Pinhole image of a bridge in Bath – Somerset: I think.

A bridge in Bath – Somerset, I think.
Image scanned then adjusted for noise & contrast in P.S/CS6.

The problem with going through old files and negatives is finding forgotten and unidentifiable images. That is exactly what this is, all the negative page said was ‘Pinhole experiments’ with 35mm camera and body cap, it had several badly exposed and/or very blurred images but this one was the best.

I remember reading about the possibility of using a body cap drilled for a pinhole lens, but cannot find the modified cap since moving.

I do remember using the Nikon F4/Nikon F2Sb after making the lens from a drilled body cap which I then fitted with a disc made from very thin aluminium with a precisely centred hole. The ‘f’ stop was around f:200, calculated by using the following.

f-stop = focal length / aperture diameter

Figures estimated by using a ruler and dividers, was about 0.25 mm and the distance of the pinhole to film plane about 50 mm.

f-stop = 50 mm / 0.25 mm = 200.

For those who wondered what the symbol of a circle bisected by a line was on their SLR, it denotes the point of focus for images at infinity; the film plane.

The disc was sanded, cleaned in Isopropyl alcohol then glued onto the lens cap and all painted with matt black paint.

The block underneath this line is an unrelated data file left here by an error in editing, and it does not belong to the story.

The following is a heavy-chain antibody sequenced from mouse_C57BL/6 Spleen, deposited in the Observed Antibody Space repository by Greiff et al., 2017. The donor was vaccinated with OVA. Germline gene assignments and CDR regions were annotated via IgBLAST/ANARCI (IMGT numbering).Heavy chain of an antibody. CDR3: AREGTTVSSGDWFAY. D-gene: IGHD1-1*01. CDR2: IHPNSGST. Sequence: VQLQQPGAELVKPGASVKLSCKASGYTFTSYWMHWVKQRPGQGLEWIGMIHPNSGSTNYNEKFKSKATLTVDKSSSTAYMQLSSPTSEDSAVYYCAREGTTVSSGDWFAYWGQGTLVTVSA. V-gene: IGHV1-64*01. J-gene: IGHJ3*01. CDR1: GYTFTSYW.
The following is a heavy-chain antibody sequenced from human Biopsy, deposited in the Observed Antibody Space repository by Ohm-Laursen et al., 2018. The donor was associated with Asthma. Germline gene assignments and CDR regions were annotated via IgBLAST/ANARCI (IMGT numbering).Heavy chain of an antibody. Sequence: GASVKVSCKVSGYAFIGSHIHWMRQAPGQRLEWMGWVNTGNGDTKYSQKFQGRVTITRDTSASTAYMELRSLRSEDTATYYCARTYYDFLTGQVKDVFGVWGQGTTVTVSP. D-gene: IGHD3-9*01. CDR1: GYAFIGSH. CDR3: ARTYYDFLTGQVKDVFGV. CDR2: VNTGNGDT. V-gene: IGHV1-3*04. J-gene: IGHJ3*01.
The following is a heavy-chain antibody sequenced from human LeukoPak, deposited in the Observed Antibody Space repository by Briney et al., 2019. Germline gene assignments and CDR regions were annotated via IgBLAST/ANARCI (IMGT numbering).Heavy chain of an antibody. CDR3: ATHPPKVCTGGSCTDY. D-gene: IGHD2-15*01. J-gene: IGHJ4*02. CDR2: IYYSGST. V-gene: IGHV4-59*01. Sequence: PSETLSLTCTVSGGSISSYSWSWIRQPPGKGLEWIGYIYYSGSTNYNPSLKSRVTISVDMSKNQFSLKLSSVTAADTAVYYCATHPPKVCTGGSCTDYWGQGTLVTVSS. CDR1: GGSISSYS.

Why I have never carried on with these experiments I have no idea and the memory jog only came after looking at pinhole images posted on Kevin Allan’s excellent blog  Well worth visiting for his images and articles about cameras, materials & techniques.

5 thoughts on “Pinhole image of a bridge in Bath – Somerset: I think.

  1. Pinhole rocks!
    Great image, David!
    To be honest I can’t understand why people do pinhole from normal cameras. For me the fun is that I can shoot with a box or a can.

    1. I understand and agree, part of the beauty with pinhole images is the simplicity of obtaining images. In some ways that is the same with being able to just add a lens cap with a hole in it. It also means there is a choice (as long as you have a tripod with you) normal lens or pinhole on same length of film.

  2. I can not comment on the “technical” side, because in photography I am absolutely self-taught …
    But the impression of the photograph, it seems that the river enters the city and that further (but that we do not see it) it is a very different thing that we see

    1. It’s definitely not a composite, the river takes a left turn under the bridge then opens out again. The reason I was not sure it was Bath is because I cannot remember the date (Early 1990’s I think) but other negatives on the same page were of Pulteney bridge wier.

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